Archive for May 19th, 2012
In a Tropical Cyclone Update just before 6 pm, the National Hurricane Center noted that reports from a ship near the center of Alberto indicated that the cyclone was stronger than previously estimated. Based primarily on pressure date, the maximum sustained wind was estimated to be 60 mph.
NHC does not expect much change in strength over the next couple of days, and the increased intensity does not require any change to the track forecast.
Here is the track forecast for the next five days.
Showers and storms have developed over Northeast Alabama this afternoon.
They are mainly overJackson, DeKalb and Marshall Counties. Others are trying to form over Blount County north of Oneonta and Altoona.
They are pushing southwest. The stronger cells could produce small hail and gusty winds.
The first named storm of the Atlantic Hurricane Season has formed fourteen days early.
It has been given the name Alberto.
Top winds are 45 mph and the central pressure is 1007 millibars.
Alberto is expected to continue meandering southwestward but will turn gradually to the north.
It could impact North Carolina on Tuesday and then it will head toward New England, becoming subtropical as it does.
Sea surface temperatures are marginal for some development. Wind shear is relatively light, which will allow for some development. But the storm is surrounded by relatively dry air and its circulation is small, so it will be vulnerable to the effects of the drier air.
So, significant strengthening is not anticipated. Alberto should top out at about 50 mph intensity.
Beautiful afternoon across Central Alabama with temperatures well into the 80s with a range of 82 to 85 for the current values around 2 pm. Below is the view from space of the Southeast US. Nice cumulus field present with a nice area of subsidence (sinking air) stretching from about Hamilton southward not quite to the coast. Subsidence also present over much of Georgia near the developing system just off the South Carolina coast.
Radar not showing anything at this time in Alabama. In fact, the only showers present were located just north of Chattanooga moving generally southwestward. Seems to be a little more motion than we saw with storms yesterday. The storms were firing along a small short wave that was rotating around the disturbance off the South Carolina coast. These showers could venture far enough southward to affect the Tennessee Valley but probably not reach into Central Alabama. Seems unlikely that much else will develop for us but we haven’t hit our high for the day yet, so an isolated storm or two is still not completely impossible.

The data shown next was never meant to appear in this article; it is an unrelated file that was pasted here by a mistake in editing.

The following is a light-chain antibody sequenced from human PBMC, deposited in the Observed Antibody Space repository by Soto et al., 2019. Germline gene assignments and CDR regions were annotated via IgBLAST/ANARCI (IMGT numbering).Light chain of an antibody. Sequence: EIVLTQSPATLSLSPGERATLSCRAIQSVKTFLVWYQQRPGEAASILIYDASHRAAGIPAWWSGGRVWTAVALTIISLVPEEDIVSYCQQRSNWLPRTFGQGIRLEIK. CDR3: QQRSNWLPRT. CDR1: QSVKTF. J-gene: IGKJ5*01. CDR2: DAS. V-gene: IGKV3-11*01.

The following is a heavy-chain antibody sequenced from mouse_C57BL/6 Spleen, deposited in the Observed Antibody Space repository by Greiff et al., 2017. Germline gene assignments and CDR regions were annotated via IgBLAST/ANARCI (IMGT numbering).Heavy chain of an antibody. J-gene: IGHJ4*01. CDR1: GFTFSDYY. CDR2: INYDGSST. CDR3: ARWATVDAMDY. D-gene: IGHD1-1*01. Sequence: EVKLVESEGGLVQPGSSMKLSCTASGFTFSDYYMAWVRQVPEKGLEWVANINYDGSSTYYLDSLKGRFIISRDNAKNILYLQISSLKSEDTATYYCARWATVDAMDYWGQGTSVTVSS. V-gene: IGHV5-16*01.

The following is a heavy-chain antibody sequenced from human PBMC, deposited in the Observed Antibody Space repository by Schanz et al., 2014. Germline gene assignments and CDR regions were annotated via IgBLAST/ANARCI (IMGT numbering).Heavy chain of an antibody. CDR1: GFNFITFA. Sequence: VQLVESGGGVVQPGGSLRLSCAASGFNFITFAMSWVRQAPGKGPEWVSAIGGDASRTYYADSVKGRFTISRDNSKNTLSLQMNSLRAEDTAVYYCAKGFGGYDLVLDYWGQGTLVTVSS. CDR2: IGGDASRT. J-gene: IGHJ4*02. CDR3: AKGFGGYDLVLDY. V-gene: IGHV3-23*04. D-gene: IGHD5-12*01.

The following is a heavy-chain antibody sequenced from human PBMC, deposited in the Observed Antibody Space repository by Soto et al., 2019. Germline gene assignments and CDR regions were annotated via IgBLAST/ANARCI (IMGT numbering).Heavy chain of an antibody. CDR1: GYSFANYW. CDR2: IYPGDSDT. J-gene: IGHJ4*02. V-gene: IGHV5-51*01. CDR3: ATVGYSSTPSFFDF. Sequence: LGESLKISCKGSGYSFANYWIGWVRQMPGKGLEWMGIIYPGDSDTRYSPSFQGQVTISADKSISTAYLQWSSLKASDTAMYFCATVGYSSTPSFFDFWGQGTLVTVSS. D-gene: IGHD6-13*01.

There was a good deal of lightning showing up in those storms in Tennessee.
It’s a beautiful day across Central Alabama on this Doo Dah Day 2012.
Temperatures are warming nicely through the 70s heading for afternoon highs in the upper 80s. There is not a cloud in the sky on visible satellite photos. A few cumulus clouds will develop this afternoon, and there is a small chance (less than 10%) that you could see a shower or storm at your event. Humidities are not too bad, but remember the sunscreen.
Looking to the east, your eye is drawn to that tight circle of clouds off the Carolina coast. It is a low pressure system that has really gotten better organized this morning. The NHC has upped the chance that it could become a tropical depression or tropical storm to 50% over the next 48 hours as it moves slowly southwestward.
The buoy at Frying Pan Shoals south of Wilmington has been consistently reporting sustained winds of 35 mph with gusts to near 40 mph. Waves running about 8 feet.
This or another low is expected to move northward over the next day or and eventually make a move toward New England, where they are expecting rain by midweek.
Here is the text of the Special Tropical Weather Outlook just out from the NHC.
ABNT20 KNHC 191556
SPECIAL TROPICAL WEATHER OUTLOOK
NWS NATIONAL HURRICANE CENTER MIAMI FL
1155 AM EDT SAT MAY 19 2012
FOR THE NORTH ATLANTIC…CARIBBEAN SEA AND THE GULF OF MEXICO…
SATELLITE AND RADAR IMAGERY INDICATE THAT THE AREA OF LOW PRESSURE
LOCATED ABOUT 120 MILES SOUTHEAST OF MYRTLE BEACH SOUTH CAROLINA
HAS BEGUN TO ACQUIRE MORE TROPICAL CHARACTERISTICS…AS SHOWERS AND
THUNDERSTORMS HAVE INCREASED NEAR THE CIRCULATION CENTER.
ADDITIONAL DEVELOPMENT OF THIS SYSTEM IS POSSIBLE…AND IT COULD
BECOME A TROPICAL DEPRESSION OR TROPICAL STORM AS IT MOVES SLOWLY
SOUTHWARD OR WESTWARD OVER THE NEXT DAY OR SO. THIS SYSTEM HAS A
MEDIUM CHANCE…50 PERCENT…OF BECOMING A TROPICAL CYCLONE DURING
THE NEXT 48 HOURS. FOR ADDITIONAL INFORMATION ON THIS SYSTEM…
PLEASE SEE PRODUCTS FROM YOUR LOCAL NATIONAL WEATHER SERVICE
OFFICE. ADDITIONAL SPECIAL TROPICAL WEATHER OUTLOOKS WILL BE
ISSUED ON THIS SYSTEM LATER TODAY OR SUNDAY…IF NECESSARY.
ELSEWHERE…TROPICAL CYCLONE FORMATION IS NOT EXPECTED DURING THE
NEXT 48 HOURS.
ADDITIONAL INFORMATION ON THIS SYSTEM CAN BE FOUND IN HIGH SEAS
FORECASTS ISSUED BY THE NATIONAL WEATHER SERVICE…UNDER AWIPS
HEADER NFDHSFAT1 AND WMO HEADER FZNT01 KWBC.
BTW: did you hear that NOAA has appointed a new Director of the National Hurricane Center to replace Bill Read, who is retiring? It is Dr. Rick Knabb, who has been the Tropical Expert at The Weather Channel for the past two years.